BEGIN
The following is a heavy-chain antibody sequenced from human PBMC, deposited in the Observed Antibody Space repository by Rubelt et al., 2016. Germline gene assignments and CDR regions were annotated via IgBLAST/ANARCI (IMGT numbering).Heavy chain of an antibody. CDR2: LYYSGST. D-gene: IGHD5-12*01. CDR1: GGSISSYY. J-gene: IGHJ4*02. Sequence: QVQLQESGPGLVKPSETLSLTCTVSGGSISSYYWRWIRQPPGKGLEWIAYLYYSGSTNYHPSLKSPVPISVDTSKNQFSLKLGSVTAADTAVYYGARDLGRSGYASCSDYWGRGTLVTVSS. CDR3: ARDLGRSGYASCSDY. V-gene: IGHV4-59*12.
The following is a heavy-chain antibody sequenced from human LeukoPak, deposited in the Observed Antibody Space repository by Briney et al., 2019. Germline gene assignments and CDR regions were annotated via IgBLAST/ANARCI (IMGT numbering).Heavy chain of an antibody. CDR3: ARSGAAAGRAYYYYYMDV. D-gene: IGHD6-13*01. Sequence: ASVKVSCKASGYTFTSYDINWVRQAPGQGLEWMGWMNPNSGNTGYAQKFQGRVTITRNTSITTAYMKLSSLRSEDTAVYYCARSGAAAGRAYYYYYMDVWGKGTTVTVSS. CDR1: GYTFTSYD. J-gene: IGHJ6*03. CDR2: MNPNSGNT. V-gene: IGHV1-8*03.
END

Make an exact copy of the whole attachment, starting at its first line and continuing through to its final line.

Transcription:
The following is a heavy-chain antibody sequenced from human PBMC, deposited in the Observed Antibody Space repository by Rubelt et al., 2016. Germline gene assignments and CDR regions were annotated via IgBLAST/ANARCI (IMGT numbering).Heavy chain of an antibody. CDR2: LYYSGST. D-gene: IGHD5-12*01. CDR1: GGSISSYY. J-gene: IGHJ4*02. Sequence: QVQLQESGPGLVKPSETLSLTCTVSGGSISSYYWRWIRQPPGKGLEWIAYLYYSGSTNYHPSLKSPVPISVDTSKNQFSLKLGSVTAADTAVYYGARDLGRSGYASCSDYWGRGTLVTVSS. CDR3: ARDLGRSGYASCSDY. V-gene: IGHV4-59*12.
The following is a heavy-chain antibody sequenced from human LeukoPak, deposited in the Observed Antibody Space repository by Briney et al., 2019. Germline gene assignments and CDR regions were annotated via IgBLAST/ANARCI (IMGT numbering).Heavy chain of an antibody. CDR3: ARSGAAAGRAYYYYYMDV. D-gene: IGHD6-13*01. Sequence: ASVKVSCKASGYTFTSYDINWVRQAPGQGLEWMGWMNPNSGNTGYAQKFQGRVTITRNTSITTAYMKLSSLRSEDTAVYYCARSGAAAGRAYYYYYMDVWGKGTTVTVSS. CDR1: GYTFTSYD. J-gene: IGHJ6*03. CDR2: MNPNSGNT. V-gene: IGHV1-8*03.